APPEAL from the Circuit Court of Kankakee County; the Hon.
ROGER A. BENSON, Judge, presiding.
MR. JUSTICE DAVIS DELIVERED THE OPINION OF THE COURT:
The People appeal from a judgment of the circuit court of Kankakee County dismissing a criminal complaint charging the defendants, Norman Dednam and David W. Lehman, with the offense of knowingly maltreating a person in need of mental treatment, based on section 15-1 of the Mental Health Code of 1967, which provides:
"Any person who conspires unlawfully to cause, or unlawfully causes, any person to be adjudicated as mentally retarded or in need of mental treatment or as incompetent or to be detained at, or admitted to or hospitalized in any hospital, or any person who receives or detains any mentally retarded person, or person in need of mental treatment, contrary to this Act, or any person who maltreats any mentally retarded person, or person in need of mental treatment, or any person who knowingly aids, abets or assists or encourages any mentally retarded person, or person in need of mental treatment to be absent without permission from any hospital or custodian in which or by whom such person is lawfully detained, or any person who violates any provision contained in this Act or rule or regulation of the Department hereunder shall, upon conviction, be fined not less than $500 nor more than $1,000, or imprisoned not exceeding one year in a penal institution other than the penitentiary or both." Ill. Rev. Stat. 1971, ch. 91 1/2, par. 15-1.
The complaint charged that the defendants "did, on the 28th day of August, 1971, in the County of Kankakee and State of Illinois, knowingly maltreat a person in need of mental treatment, to wit: Robert L. Baker, while the said Robert L. Baker was then and there a patient at Kankakee State Hospital in said County and State, by certain conduct, to wit: the said David W. Lehman striking the said Robert L. Baker with his hands and fists, and the said Norman Dednam striking the said Robert L. Baker with a wheel." Judgment was entered prior to trial upon the defendants' motion to dismiss, based on the ground that the statute under which the defendants were charged is unconstitutional.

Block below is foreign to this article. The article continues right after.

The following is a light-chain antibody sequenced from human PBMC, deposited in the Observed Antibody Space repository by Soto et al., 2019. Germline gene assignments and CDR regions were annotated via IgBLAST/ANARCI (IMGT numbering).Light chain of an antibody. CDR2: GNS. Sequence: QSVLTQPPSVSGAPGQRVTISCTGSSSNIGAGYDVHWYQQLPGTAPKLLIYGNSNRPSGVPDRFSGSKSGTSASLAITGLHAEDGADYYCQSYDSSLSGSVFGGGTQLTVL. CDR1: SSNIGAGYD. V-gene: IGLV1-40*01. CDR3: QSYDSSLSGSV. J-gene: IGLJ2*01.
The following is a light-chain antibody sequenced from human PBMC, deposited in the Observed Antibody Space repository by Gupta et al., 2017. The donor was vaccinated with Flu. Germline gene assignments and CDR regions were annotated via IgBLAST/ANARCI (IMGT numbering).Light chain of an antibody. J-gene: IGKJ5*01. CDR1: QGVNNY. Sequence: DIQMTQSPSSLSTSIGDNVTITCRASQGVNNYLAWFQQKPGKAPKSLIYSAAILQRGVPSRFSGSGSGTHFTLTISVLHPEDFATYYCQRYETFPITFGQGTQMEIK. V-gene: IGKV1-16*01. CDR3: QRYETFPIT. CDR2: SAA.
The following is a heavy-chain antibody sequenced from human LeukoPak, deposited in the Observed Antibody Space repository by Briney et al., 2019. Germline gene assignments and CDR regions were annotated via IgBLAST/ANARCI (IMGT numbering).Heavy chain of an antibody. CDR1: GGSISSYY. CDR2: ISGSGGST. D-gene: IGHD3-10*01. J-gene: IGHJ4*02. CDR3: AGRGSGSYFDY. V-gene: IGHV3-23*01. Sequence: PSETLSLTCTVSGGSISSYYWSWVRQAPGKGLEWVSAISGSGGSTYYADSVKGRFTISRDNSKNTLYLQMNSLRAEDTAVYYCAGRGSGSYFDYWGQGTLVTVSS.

The defendants contend that the statute is vague, indefinite, and uncertain and therefore violative of the provisions of the Illinois and United States constitutions. They argue that the statute is not explicit, and that being penal it fails to delineate the specific conduct that is prohibited, so that everyone can know what acts he must avoid. The People answer that the United States Constitution does not require impossible standards of specificity in penal statutes, but only demands that a penal statute convey "sufficiently definite warning as to the proscribed conduct when measured by common understanding and practices."
In support of their argument that this statute is vague, indefinite, and uncertain, the defendants assert that neither the word "maltreat" nor the phrase "person in need of mental treatment" are sufficiently definitive, but are obscure, and do not set forth constitutionally sufficient standards.
We will concede that the legislature could well have drafted a more definitive statute, and might have defined "maltreat" more precisely. However, we do not agree that the word is so ambiguous or vague as to render the statute overbroad in the constitutional sense.